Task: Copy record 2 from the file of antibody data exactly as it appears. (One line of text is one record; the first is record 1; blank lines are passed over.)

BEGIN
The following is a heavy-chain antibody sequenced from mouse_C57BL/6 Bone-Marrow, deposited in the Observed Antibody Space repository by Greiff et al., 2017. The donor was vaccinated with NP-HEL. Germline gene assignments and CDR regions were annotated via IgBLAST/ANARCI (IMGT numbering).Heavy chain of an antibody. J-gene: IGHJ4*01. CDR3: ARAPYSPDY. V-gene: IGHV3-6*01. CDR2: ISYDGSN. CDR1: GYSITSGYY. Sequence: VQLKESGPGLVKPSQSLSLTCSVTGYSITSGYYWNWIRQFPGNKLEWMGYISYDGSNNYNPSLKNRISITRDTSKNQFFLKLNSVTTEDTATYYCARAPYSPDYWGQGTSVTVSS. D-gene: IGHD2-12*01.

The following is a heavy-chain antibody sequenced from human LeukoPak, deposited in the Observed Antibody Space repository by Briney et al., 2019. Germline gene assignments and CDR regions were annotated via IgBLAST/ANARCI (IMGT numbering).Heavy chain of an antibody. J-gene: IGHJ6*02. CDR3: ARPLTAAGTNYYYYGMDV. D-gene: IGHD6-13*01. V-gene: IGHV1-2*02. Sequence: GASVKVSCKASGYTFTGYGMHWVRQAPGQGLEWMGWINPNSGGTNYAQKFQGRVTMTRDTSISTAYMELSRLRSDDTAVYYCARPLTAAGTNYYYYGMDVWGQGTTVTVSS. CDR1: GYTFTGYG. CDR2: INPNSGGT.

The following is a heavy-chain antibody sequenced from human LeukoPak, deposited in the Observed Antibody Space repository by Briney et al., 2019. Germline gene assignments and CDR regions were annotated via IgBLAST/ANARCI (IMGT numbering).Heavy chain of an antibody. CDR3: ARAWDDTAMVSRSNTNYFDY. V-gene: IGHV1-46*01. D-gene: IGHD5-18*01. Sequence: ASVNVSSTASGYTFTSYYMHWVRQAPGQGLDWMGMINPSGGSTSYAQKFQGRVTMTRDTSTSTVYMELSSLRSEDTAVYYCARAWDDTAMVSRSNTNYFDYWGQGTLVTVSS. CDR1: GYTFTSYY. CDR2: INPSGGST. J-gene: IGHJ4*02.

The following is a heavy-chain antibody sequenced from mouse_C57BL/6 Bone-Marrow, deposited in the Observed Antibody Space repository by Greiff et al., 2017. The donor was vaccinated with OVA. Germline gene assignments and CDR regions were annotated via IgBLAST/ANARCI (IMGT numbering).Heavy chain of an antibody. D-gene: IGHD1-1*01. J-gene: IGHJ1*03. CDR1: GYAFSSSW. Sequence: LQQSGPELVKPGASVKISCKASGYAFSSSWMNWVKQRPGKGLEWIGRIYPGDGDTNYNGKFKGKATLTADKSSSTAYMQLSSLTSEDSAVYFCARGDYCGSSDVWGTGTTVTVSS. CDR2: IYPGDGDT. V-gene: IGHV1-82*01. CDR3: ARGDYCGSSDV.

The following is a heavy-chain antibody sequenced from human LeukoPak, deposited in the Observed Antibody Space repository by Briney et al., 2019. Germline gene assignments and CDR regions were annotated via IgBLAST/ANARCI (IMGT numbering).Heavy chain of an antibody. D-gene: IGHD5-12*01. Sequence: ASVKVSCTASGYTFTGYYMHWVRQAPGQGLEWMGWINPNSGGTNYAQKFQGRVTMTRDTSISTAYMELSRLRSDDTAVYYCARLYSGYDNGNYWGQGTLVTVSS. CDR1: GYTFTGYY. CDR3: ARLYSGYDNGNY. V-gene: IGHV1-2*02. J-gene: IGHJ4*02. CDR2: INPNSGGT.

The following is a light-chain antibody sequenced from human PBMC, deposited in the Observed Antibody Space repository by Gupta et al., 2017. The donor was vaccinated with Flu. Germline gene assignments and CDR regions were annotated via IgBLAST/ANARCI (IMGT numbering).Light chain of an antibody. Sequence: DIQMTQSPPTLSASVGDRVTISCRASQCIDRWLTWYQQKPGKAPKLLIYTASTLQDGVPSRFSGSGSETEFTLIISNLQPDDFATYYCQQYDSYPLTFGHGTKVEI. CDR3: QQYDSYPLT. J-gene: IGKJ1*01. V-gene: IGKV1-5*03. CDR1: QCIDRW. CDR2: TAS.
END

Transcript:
The following is a heavy-chain antibody sequenced from human LeukoPak, deposited in the Observed Antibody Space repository by Briney et al., 2019. Germline gene assignments and CDR regions were annotated via IgBLAST/ANARCI (IMGT numbering).Heavy chain of an antibody. J-gene: IGHJ6*02. CDR3: ARPLTAAGTNYYYYGMDV. D-gene: IGHD6-13*01. V-gene: IGHV1-2*02. Sequence: GASVKVSCKASGYTFTGYGMHWVRQAPGQGLEWMGWINPNSGGTNYAQKFQGRVTMTRDTSISTAYMELSRLRSDDTAVYYCARPLTAAGTNYYYYGMDVWGQGTTVTVSS. CDR1: GYTFTGYG. CDR2: INPNSGGT.